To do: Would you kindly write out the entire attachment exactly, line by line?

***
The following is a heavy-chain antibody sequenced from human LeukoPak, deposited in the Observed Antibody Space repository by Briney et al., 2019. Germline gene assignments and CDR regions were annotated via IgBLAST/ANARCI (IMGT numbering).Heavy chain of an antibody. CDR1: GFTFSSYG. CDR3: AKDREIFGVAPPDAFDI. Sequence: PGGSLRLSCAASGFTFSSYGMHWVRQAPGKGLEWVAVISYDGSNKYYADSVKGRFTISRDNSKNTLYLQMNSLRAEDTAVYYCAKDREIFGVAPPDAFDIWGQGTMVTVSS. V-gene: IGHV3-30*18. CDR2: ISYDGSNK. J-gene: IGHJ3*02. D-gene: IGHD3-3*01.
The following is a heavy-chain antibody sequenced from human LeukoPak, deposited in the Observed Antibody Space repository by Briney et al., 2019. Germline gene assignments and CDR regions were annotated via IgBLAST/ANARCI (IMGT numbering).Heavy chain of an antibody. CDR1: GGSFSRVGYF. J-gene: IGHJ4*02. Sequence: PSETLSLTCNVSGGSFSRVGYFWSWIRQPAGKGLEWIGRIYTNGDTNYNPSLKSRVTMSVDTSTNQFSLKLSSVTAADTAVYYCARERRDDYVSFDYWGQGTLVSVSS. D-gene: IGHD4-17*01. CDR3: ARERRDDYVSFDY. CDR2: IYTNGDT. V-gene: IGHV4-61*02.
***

The following is a heavy-chain antibody sequenced from human LeukoPak, deposited in the Observed Antibody Space repository by Briney et al., 2019. Germline gene assignments and CDR regions were annotated via IgBLAST/ANARCI (IMGT numbering).Heavy chain of an antibody. CDR1: GFTFSSYG. CDR3: AKDREIFGVAPPDAFDI. Sequence: PGGSLRLSCAASGFTFSSYGMHWVRQAPGKGLEWVAVISYDGSNKYYADSVKGRFTISRDNSKNTLYLQMNSLRAEDTAVYYCAKDREIFGVAPPDAFDIWGQGTMVTVSS. V-gene: IGHV3-30*18. CDR2: ISYDGSNK. J-gene: IGHJ3*02. D-gene: IGHD3-3*01.
The following is a heavy-chain antibody sequenced from human LeukoPak, deposited in the Observed Antibody Space repository by Briney et al., 2019. Germline gene assignments and CDR regions were annotated via IgBLAST/ANARCI (IMGT numbering).Heavy chain of an antibody. CDR1: GGSFSRVGYF. J-gene: IGHJ4*02. Sequence: PSETLSLTCNVSGGSFSRVGYFWSWIRQPAGKGLEWIGRIYTNGDTNYNPSLKSRVTMSVDTSTNQFSLKLSSVTAADTAVYYCARERRDDYVSFDYWGQGTLVSVSS. D-gene: IGHD4-17*01. CDR3: ARERRDDYVSFDY. CDR2: IYTNGDT. V-gene: IGHV4-61*02.